Leisa Turnbull, 39, is a self-employed bookkeeper. She lives in Horsham, West Sussex with her husband Andy and two daughters, Jessica 12 and Katie 9.
My CV Makeover
THEN…customer service manager. I spent 15 years working my way up. I loved the job, but not the long hours away from my family.
NOW…self-employed bookkeeper. I’ve built up a great customer base of small businesses. I work four days a week and school hours only, but still bring home a decent wage.
BUSINESS IN FIGURES
Launched: July 2011
Average earnings: £30,000
Costs: £1,300 (£700 for certification, £600 for optional
exams in self-assessment and payroll management)
Practising licence and ICB membership: £178
Laptop and software: £700
Web design: £700
Web address: thesussexbookkeeper.co.uk
I was acting head of customer service at G4S and was tipped for the full-time role, but was already working 40 hours per week. A promotion would have meant getting full-time childcare which I didn’t want. A friend had recently been made redundant and set up her own company, which inspired me to go self-employed. It would giving up a salary of nearly £50,000, but after searching online I noticed bookkeepers earned a good hourly rate (about £20). I had knowledge of accountancy and because a lot of my friends ran small businesses I knew there was a demand. I talked it through with Andy and the girls and explained it would mean tightening our belts, and they were all behind me. We took in foreign students to help make ends meet, and Andy, who worked at a prop company and whose earnings were on a par with mine, was actually given a pay rise. I found a home study course that was accredited by the Institute of Certified Bookkeepers, enrolled in April 2011, and then I resigned from my job.
WHAT HAPPENED NEXT
I completed the home study course in just two months (it can take up to 18 months) and sat my exams to become a certified bookkeeper. I also set up a website as I felt this was important for finding clients. A friend recommended a web designer, who encouraged me to include a blog with insider tips on bookkeeping, to bump up my Google ratings. Becoming self-employed is very straightforward – you just have to inform HM Revenue & Customs within three months or you incur a penalty. I took out insurance and indemnity insurance to cover me while working in clients’ offices. This came to £240 per year. I also got a practising licence for £78. I left my job in July 2011 and, based on a recommendation from my web designer, I got my first client at the beginning of August. I may have lacked experience but they felt that a good character reference was just as important. From then, I picked up a new client every fortnight or so, mainly through word of mouth. My clients now range from garages and playgroups to carpet fitters and party planners.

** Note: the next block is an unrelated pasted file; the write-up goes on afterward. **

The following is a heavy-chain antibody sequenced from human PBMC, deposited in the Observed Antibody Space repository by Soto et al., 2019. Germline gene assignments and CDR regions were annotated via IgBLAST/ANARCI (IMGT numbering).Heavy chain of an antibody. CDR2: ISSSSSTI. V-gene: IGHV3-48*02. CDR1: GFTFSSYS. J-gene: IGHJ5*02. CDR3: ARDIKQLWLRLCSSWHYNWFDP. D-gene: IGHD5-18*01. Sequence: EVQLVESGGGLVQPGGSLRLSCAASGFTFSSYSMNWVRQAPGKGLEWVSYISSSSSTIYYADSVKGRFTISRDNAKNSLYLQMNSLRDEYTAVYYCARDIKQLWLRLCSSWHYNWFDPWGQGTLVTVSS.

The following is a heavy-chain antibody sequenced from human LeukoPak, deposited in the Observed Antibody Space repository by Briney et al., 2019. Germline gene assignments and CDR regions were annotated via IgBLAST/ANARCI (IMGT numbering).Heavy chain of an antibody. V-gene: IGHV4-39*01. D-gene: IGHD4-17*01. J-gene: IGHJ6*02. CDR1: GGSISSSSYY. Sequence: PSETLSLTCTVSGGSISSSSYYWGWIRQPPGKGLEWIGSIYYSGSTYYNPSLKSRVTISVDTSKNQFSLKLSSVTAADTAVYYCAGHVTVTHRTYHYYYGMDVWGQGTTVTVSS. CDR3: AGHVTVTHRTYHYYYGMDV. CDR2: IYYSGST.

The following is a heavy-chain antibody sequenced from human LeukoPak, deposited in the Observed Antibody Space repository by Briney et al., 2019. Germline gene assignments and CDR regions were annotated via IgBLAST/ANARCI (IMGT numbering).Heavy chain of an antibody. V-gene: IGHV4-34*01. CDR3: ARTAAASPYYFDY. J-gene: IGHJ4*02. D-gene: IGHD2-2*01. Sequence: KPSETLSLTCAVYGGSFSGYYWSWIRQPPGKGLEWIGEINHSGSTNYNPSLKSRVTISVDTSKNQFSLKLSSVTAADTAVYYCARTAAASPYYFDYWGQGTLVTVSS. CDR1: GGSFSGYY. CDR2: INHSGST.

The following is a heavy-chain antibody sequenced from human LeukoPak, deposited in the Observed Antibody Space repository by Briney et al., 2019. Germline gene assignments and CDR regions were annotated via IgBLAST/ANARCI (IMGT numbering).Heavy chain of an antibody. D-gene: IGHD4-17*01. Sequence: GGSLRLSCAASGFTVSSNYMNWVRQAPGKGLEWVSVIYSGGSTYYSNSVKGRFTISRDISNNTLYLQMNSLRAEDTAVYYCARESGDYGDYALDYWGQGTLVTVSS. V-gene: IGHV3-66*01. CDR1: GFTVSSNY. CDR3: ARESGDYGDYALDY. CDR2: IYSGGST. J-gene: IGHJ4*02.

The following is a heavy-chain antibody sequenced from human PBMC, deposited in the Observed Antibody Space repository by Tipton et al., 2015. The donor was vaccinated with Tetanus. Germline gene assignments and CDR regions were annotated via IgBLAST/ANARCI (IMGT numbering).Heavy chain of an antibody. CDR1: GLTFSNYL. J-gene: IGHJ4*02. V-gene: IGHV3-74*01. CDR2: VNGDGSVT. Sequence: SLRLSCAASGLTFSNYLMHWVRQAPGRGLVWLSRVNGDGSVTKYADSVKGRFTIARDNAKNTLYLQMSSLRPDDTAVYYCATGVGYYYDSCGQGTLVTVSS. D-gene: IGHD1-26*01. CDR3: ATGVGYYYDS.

WHERE I AM NOW
My time is split between my home office and working with clients. The beauty of bookkeeping is that you can work as much or as little as you want – I work four days a week and only during school hours. Since I’ve started I’ve doubled my earnings month on month and earn around 60% of my old wage.
confidence has been my biggest hurdle. Luckily a lot of my friends are self-employed, so whatever I’m going through they can say, “Don’t worry, we’ve been there too.”
Remember: any sacrifices you make are not hardships – they’re short term strategies to change your life for the better.
BECOMING SELF EMPLOYED
Go to: https://www.gov.uk/topic/business-tax/self-employed
for all you need to know about setting up, tax and national insurance.